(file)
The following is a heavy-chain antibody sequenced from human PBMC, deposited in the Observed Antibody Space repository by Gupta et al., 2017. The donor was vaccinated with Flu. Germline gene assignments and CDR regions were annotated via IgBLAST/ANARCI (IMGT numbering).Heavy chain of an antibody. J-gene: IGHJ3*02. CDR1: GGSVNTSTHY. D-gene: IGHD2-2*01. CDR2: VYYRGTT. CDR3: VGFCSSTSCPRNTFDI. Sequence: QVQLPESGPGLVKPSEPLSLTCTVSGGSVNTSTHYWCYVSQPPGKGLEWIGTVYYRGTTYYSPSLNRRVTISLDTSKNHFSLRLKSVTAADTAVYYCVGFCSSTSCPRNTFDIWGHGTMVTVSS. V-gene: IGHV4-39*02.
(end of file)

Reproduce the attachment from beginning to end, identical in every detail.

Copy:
The following is a heavy-chain antibody sequenced from human PBMC, deposited in the Observed Antibody Space repository by Gupta et al., 2017. The donor was vaccinated with Flu. Germline gene assignments and CDR regions were annotated via IgBLAST/ANARCI (IMGT numbering).Heavy chain of an antibody. J-gene: IGHJ3*02. CDR1: GGSVNTSTHY. D-gene: IGHD2-2*01. CDR2: VYYRGTT. CDR3: VGFCSSTSCPRNTFDI. Sequence: QVQLPESGPGLVKPSEPLSLTCTVSGGSVNTSTHYWCYVSQPPGKGLEWIGTVYYRGTTYYSPSLNRRVTISLDTSKNHFSLRLKSVTAADTAVYYCVGFCSSTSCPRNTFDIWGHGTMVTVSS. V-gene: IGHV4-39*02.